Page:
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Wednesday, July 27, 2005

Getting the cover art into my id3 tags

Tuesday, July 26, 2005

Strategies for getting around impossible problems

Saturday, July 23, 2005

PowerPoint Remix

Nothing I love more than an experiential lesson. Case in point:

PowerPoint Remix (Aaron Swartz: The Weblog)

Koders - Source Code Search Engine

A search engine for examples of Java code. Also has an ballpark price for what the software would cost to write yourself.

Koders - Source Code Search Engine

PMD- tool to find cruft and dead code in your Java


Calculating the True Price of Software

Interesting artical on the price of software. It's the maintenance that kills you.

I gleaned this insightfull comment from slashdot:
"The theory of labor would set the price of software somewhere below the cost of writing the software yourself." Calculating the True Price of Software

Monday, July 18, 2005

Java Logger

I can't quite control the logging properties from a file, but I should be able to. Needs more experimentation.

LogManager (Java 2 Platform SE 5.0)

Friday, July 15, 2005

Capacitor Tolerances

Note: Does not apply to temperature compensating types such as NPO, COG, N150, N750, SL, etc.

1st Letter = Low end operating temperature
X= -55�C (-67�F); Y= -30�C (-22�F); Z= 10�C ( 50�F)

2nd Digit = High end operating temperature
2= 45�C ( 113�F); 4= 65�C ( 149�F); 5= 85�C ( 185�F)
6= 105�C ( 221�F); 7= 125�C ( 257�F)

3rd Letter = Maximum Capacitance change
D= �3.3%; E= �4.7%; F= �7.5%; P= �10%; R= �15%; S= �22%
T= 22 to -33%; U= 22 to -56%; V= 22 to -82%

Z5U: Operating Temperature 10�C to 85�C. Max. Capacitance Change - 22% to -56%.
X7R: Operating Temperature -55�C to 125�C. Max. Capacitance Change - �15%"


BC= ±.02%; A= ±.05%; B= ±.1%; C= ±.25%; D= ±.5%
F= ±1%; G= ±2%; J= ±5%; K= ±10%; M= ±20%

Capacitor Technical Information

Wednesday, July 13, 2005

Tools of the Java trade

It feels like I'm breaking the rust off my brain, but I'm fully embracing JAVA and its tools.


Tuesday, July 12, 2005

no magic numbers in Java

Have to say I miss #define and his shady friends. But this is a nifty trick to lose the magic numbers by putting them in an interface.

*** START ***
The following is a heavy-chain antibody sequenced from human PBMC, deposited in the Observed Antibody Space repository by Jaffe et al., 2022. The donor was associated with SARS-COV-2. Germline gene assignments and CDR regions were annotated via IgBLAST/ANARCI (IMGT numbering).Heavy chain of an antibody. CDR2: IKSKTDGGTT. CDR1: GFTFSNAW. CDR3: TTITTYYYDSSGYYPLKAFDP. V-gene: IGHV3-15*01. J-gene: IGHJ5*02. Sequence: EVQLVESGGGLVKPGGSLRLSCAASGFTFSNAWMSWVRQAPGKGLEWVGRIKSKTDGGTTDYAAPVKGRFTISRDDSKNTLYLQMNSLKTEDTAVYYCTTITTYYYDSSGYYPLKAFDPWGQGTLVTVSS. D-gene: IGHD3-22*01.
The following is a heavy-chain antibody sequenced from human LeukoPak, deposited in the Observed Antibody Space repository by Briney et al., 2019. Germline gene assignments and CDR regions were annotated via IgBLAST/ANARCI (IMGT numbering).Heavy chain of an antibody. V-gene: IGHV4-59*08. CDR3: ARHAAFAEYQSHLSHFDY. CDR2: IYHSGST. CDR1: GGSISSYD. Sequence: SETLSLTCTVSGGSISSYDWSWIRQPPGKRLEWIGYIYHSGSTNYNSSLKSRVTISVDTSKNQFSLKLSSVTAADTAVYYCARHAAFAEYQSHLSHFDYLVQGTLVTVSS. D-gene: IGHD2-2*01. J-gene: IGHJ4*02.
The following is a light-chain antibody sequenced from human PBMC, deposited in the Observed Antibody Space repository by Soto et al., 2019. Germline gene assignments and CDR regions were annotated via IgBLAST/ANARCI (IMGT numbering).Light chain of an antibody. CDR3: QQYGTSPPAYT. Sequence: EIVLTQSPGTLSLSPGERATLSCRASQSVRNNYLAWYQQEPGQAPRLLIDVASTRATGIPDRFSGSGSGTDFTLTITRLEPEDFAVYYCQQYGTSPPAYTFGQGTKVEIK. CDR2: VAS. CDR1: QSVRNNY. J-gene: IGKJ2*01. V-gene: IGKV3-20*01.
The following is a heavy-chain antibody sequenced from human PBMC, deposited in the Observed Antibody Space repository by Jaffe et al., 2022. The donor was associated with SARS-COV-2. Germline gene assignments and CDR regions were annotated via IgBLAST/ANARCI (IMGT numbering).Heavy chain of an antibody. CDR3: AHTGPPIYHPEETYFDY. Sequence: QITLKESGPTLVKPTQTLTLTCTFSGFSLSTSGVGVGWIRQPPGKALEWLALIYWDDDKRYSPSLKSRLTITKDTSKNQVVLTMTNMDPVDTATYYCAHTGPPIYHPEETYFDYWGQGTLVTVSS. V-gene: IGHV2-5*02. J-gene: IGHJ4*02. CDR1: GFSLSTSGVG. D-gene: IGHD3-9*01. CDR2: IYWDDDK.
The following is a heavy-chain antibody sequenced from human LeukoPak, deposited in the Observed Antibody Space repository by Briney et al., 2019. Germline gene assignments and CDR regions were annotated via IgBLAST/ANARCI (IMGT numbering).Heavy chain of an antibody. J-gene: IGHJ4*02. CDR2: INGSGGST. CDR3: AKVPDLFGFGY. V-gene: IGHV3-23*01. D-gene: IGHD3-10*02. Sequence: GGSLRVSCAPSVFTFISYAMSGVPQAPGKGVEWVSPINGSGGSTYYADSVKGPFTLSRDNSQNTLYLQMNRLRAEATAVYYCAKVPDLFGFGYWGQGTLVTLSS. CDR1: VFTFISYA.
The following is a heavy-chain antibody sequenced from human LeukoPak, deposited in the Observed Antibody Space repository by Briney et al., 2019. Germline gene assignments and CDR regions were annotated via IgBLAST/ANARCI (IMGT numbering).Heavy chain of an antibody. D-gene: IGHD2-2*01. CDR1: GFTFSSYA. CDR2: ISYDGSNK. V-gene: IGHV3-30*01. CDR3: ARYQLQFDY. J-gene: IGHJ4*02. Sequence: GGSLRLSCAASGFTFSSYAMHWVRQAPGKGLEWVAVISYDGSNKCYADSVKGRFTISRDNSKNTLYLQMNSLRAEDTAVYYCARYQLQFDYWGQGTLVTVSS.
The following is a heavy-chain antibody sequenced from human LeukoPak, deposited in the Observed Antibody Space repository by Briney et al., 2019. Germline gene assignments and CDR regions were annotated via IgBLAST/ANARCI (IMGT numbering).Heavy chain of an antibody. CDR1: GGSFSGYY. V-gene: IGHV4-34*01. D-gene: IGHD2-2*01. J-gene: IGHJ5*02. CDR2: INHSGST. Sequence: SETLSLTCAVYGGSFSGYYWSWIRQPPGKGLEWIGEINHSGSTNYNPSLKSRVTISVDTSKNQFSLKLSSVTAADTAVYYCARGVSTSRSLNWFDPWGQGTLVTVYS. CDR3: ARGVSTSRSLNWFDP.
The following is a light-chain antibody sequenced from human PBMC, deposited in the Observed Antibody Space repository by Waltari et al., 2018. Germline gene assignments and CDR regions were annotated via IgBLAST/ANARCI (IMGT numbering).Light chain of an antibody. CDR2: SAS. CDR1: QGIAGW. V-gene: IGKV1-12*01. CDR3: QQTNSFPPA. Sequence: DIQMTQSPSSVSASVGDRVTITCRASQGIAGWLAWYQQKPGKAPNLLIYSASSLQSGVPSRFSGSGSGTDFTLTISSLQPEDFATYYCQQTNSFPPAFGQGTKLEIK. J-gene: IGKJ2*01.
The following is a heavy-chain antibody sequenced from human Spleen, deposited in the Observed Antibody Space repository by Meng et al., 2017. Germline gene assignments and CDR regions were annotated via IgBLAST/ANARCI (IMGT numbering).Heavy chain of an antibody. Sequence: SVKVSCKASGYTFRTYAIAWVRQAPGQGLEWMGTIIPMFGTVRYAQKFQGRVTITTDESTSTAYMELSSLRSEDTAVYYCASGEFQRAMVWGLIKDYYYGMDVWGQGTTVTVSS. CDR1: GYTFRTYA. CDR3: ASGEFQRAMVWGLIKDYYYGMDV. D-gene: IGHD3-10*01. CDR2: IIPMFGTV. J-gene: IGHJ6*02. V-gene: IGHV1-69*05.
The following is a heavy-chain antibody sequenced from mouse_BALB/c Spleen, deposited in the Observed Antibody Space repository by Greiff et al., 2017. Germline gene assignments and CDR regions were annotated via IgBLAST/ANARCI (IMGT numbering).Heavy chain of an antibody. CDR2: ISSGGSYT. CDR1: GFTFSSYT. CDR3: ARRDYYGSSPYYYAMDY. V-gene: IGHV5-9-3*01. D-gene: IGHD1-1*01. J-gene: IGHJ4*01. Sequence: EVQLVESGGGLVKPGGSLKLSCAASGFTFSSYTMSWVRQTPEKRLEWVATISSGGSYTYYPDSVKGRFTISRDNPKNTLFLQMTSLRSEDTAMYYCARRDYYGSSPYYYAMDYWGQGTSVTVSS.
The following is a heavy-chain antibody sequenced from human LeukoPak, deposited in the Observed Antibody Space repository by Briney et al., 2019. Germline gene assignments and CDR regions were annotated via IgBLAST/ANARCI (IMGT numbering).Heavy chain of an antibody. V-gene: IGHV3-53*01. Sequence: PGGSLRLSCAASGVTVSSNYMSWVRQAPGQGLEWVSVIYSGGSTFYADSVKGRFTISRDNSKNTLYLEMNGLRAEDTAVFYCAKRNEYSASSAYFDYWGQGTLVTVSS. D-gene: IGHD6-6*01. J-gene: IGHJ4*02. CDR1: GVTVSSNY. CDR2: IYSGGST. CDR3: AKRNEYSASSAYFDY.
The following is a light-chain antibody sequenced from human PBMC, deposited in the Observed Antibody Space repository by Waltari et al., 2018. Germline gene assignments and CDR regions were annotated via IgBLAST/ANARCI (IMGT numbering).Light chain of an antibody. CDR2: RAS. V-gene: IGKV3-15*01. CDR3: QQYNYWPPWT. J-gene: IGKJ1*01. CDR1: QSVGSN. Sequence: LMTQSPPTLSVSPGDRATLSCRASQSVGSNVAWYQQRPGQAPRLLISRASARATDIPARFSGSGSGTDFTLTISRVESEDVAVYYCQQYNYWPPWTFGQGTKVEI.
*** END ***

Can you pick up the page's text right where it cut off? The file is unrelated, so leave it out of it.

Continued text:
The key is to have your class implement the interface so you don't have to prepend the class name before the constant. When I have time I'd like to learn how to scope them to the file, and to the package.

Java Tip 5: Java constants

It's an object dummy!

That's been the answer to several of my Java holdups.

First, I had a hashmap holding Strings keys to Integer prices. When I was getting the prices back out I had a little difficulty. They had to be explicitly downcast to Integer from Object, then to assign them to an int primitive I had to use the .intValue() method.

Then when trying to compare two strings I quickly realized that == compares to references. Strings are objects, not primitives, so they logically have a comparisson method, equals().

Friday, July 08, 2005


Thursday, July 07, 2005

“make simple things easy, and difficult things possible.”

Found in Bruce Eckel's Thinking in Java, 3rd ed.

Book is chock full of goodness worth reading even without the Java.

succinct definition of exceptions

I'm always interested in sussinct, complete definitions. This is one of the better I've seen:

"An exceptional condition is a problem that prevents the continuation of the method or scope that you’re in. It’s important to distinguish an exceptional condition from a normal problem, in which you have enough information in the current context to somehow cope with the difficulty. With an exceptional condition, you cannot continue processing because you don’t have the information necessary to deal with the problem in the current context. All you can do is jump out of the current context and relegate that problem to a higher context. This is what happens when you throw an exception. "
Thinking in Java, 3rd ed. Revision 4.0

Tuesday, July 05, 2005

Pentium M chart

The dizzying array stats when buying a new computer after being out of the market for a blissfull three years.

Tom's Hardware Guide PCs & HowTo: The Next Generation of Cool: AOpen's 37 Watt Pentium M Desktop PC - Pentium M: The Unrecognized Genius